Will schools open on time? Likely not - opinion

It is immoral for teachers to strike, except in very rare situations. The right thing to do in the current constellation is for the teachers to sign a short-term agreement.

 EDUCATION MINISTER Yifat Shasha-Biton visits a classroom last year. Will this school year open on time?  (photo credit: YOSSI ALONI/FLASH90)
EDUCATION MINISTER Yifat Shasha-Biton visits a classroom last year. Will this school year open on time?
(photo credit: YOSSI ALONI/FLASH90)

At the time of writing, it is not yet clear whether the school year will open on Thursday, September 1. The reason is that the teachers’ union, headed by Yaffa Ben-David, and the high-school teachers organization, headed by Ran Erez, have not yet signed a new salary agreement for the next five years with the Ministry of Finance, even though the old agreement expired in September 2019, and both organizations threaten to go on strike if their various demands are not met.

The main differences of opinion concern the salary rises that will be paid to veteran teachers and those that will be paid to new teachers, who currently earn around a third of the average salary of veteran teachers, and the synchronization of the holidays of the education system and those of the salaried parents of the school children, so that the holidays of the children and the parents will coincide, at least partially.

The Ministry of Finance is also demanding that the promotion of teachers should be based not only on seniority, but also on quality, and wants to have the option to employ excellent teachers on personal contracts. Since the Finance Ministry is willing to increase the annual budget of the Education Ministry by only NIS 4 billion, it is clear that the reforms will have to be prioritized. The problem is that the priorities of the Ministry of Finance and those of the teachers are not the same.

It should be noted that the main problem in the Israeli school system today involves a major shortage of trained teachers in the system. It is said that there are at least 5,700 teachers missing in the system and that the number of teachers leaving the system is progressively growing, especially among younger teachers.

Causes and complications

 YAFFA BEN-DAVID, head of the Teachers’ Union, greets teachers participating in a demonstration in Tel Aviv in May demanding better pay and work conditions. (credit: TOMER NEUBERG/FLASH90) YAFFA BEN-DAVID, head of the Teachers’ Union, greets teachers participating in a demonstration in Tel Aviv in May demanding better pay and work conditions. (credit: TOMER NEUBERG/FLASH90)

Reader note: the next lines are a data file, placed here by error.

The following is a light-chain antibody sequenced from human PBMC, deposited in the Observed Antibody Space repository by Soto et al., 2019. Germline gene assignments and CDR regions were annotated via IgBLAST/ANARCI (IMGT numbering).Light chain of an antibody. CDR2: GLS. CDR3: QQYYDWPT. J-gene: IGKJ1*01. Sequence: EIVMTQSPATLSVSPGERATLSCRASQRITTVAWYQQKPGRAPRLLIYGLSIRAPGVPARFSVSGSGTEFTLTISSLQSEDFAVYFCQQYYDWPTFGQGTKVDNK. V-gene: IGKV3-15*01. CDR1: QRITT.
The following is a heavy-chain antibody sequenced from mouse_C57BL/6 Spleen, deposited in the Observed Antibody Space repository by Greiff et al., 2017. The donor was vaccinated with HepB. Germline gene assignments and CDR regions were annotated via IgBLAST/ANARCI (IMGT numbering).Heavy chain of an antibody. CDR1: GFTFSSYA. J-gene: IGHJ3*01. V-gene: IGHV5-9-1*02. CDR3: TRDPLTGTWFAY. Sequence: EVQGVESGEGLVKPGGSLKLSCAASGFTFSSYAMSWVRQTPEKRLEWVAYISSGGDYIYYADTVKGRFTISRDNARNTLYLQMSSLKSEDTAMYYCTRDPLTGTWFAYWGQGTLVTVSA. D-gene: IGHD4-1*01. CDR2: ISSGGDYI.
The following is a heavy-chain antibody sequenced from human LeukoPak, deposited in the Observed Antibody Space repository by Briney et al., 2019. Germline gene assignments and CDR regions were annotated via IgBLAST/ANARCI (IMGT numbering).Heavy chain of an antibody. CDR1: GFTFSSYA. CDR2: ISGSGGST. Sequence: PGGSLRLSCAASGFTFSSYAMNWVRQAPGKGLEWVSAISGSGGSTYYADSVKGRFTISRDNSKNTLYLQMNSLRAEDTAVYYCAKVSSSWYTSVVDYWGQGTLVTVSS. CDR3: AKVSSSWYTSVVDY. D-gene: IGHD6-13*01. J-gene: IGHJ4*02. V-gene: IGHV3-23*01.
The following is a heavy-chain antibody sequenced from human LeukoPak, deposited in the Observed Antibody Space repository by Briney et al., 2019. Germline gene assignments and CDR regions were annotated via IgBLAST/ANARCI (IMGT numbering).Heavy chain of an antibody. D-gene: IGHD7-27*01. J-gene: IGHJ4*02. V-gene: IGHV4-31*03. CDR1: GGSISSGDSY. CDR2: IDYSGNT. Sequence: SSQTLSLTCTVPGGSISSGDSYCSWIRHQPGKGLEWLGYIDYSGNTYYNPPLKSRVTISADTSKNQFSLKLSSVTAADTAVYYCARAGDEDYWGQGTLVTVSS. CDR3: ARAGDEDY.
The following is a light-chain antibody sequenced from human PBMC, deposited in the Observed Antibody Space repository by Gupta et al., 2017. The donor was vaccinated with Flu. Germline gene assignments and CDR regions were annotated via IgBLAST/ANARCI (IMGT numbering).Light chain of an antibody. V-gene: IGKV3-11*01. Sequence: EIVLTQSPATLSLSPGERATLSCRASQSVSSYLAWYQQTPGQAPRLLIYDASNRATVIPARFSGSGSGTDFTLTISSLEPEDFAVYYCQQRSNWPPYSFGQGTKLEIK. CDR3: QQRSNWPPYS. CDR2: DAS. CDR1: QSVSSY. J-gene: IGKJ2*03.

The cause for this is primarily financial but also large classes, behavioral problems and even violence in the classrooms. The result is that many of the new teachers who will be joining the school system lack teaching qualifications. Add to this the problems left over from the period when the Corona pandemic resulted in the closing down of the schools, and serious social and mental difficulties among school children which followed, as well as the shortage of social workers and psychologists to help them cope with these difficulties – and you confront a serious crisis.

In addition, there is the reform that Education Minister Dr. Yifat Shasha-Biton is planning to start introducing as of the approaching school year in the teaching of history, civic studies (ezrahut), bible and literature, which will replace the current matriculation exams in these four subjects, with individual research projects to be prepared by the students under the guidance and supervision of their high-school teachers, and you have an additional goat brought into high-school system, which the system will have difficulties to cope with at this juncture.

Besides the objective difficulties, there are two circumstantial reasons for the difficulty in reaching an agreement. The first concerns the positions of the personalities involved in the negotiations: especially those of Finance Avigdor Minister Liberman, Education Minister Shasha-Biton, of Yaffa Ben-David and Ron Erez, as well as of Prime Minister Yair Lapid. The second concerns the general elections that will take place two months after the school year is supposed to open.